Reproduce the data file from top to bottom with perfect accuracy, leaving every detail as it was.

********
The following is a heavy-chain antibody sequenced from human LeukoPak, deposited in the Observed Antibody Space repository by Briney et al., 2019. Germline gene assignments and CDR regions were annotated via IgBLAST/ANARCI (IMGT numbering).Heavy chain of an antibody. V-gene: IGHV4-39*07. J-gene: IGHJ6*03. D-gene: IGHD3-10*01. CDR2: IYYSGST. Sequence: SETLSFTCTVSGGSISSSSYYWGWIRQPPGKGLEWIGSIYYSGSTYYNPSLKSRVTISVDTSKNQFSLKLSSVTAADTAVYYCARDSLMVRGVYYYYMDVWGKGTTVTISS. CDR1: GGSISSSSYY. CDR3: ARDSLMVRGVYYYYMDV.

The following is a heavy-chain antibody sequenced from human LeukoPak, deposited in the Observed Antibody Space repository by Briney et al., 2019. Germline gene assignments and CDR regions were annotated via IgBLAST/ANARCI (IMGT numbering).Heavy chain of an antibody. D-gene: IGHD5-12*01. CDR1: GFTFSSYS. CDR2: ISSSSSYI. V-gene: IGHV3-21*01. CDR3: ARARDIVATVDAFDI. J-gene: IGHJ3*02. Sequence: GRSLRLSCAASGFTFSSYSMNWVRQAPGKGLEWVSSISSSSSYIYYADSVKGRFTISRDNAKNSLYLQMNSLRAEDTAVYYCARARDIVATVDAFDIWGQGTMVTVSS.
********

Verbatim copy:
The following is a heavy-chain antibody sequenced from human LeukoPak, deposited in the Observed Antibody Space repository by Briney et al., 2019. Germline gene assignments and CDR regions were annotated via IgBLAST/ANARCI (IMGT numbering).Heavy chain of an antibody. V-gene: IGHV4-39*07. J-gene: IGHJ6*03. D-gene: IGHD3-10*01. CDR2: IYYSGST. Sequence: SETLSFTCTVSGGSISSSSYYWGWIRQPPGKGLEWIGSIYYSGSTYYNPSLKSRVTISVDTSKNQFSLKLSSVTAADTAVYYCARDSLMVRGVYYYYMDVWGKGTTVTISS. CDR1: GGSISSSSYY. CDR3: ARDSLMVRGVYYYYMDV.

The following is a heavy-chain antibody sequenced from human LeukoPak, deposited in the Observed Antibody Space repository by Briney et al., 2019. Germline gene assignments and CDR regions were annotated via IgBLAST/ANARCI (IMGT numbering).Heavy chain of an antibody. D-gene: IGHD5-12*01. CDR1: GFTFSSYS. CDR2: ISSSSSYI. V-gene: IGHV3-21*01. CDR3: ARARDIVATVDAFDI. J-gene: IGHJ3*02. Sequence: GRSLRLSCAASGFTFSSYSMNWVRQAPGKGLEWVSSISSSSSYIYYADSVKGRFTISRDNAKNSLYLQMNSLRAEDTAVYYCARARDIVATVDAFDIWGQGTMVTVSS.